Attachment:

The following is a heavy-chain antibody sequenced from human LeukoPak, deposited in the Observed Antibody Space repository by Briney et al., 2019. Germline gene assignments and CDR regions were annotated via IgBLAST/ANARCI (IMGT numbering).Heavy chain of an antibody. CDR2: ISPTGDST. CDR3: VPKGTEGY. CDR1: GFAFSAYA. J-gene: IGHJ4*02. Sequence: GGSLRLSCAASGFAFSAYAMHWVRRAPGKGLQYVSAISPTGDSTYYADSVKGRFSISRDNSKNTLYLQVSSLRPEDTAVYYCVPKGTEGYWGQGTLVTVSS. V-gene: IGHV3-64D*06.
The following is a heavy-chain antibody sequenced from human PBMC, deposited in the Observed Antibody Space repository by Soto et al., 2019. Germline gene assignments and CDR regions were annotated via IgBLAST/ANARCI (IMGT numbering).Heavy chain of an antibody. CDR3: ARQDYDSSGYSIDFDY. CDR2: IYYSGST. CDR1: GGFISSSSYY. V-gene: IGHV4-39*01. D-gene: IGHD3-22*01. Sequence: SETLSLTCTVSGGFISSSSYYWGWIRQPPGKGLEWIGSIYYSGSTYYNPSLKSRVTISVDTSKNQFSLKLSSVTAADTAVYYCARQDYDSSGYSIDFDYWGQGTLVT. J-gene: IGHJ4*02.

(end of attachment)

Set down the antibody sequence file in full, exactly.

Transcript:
The following is a heavy-chain antibody sequenced from human LeukoPak, deposited in the Observed Antibody Space repository by Briney et al., 2019. Germline gene assignments and CDR regions were annotated via IgBLAST/ANARCI (IMGT numbering).Heavy chain of an antibody. CDR2: ISPTGDST. CDR3: VPKGTEGY. CDR1: GFAFSAYA. J-gene: IGHJ4*02. Sequence: GGSLRLSCAASGFAFSAYAMHWVRRAPGKGLQYVSAISPTGDSTYYADSVKGRFSISRDNSKNTLYLQVSSLRPEDTAVYYCVPKGTEGYWGQGTLVTVSS. V-gene: IGHV3-64D*06.
The following is a heavy-chain antibody sequenced from human PBMC, deposited in the Observed Antibody Space repository by Soto et al., 2019. Germline gene assignments and CDR regions were annotated via IgBLAST/ANARCI (IMGT numbering).Heavy chain of an antibody. CDR3: ARQDYDSSGYSIDFDY. CDR2: IYYSGST. CDR1: GGFISSSSYY. V-gene: IGHV4-39*01. D-gene: IGHD3-22*01. Sequence: SETLSLTCTVSGGFISSSSYYWGWIRQPPGKGLEWIGSIYYSGSTYYNPSLKSRVTISVDTSKNQFSLKLSSVTAADTAVYYCARQDYDSSGYSIDFDYWGQGTLVT. J-gene: IGHJ4*02.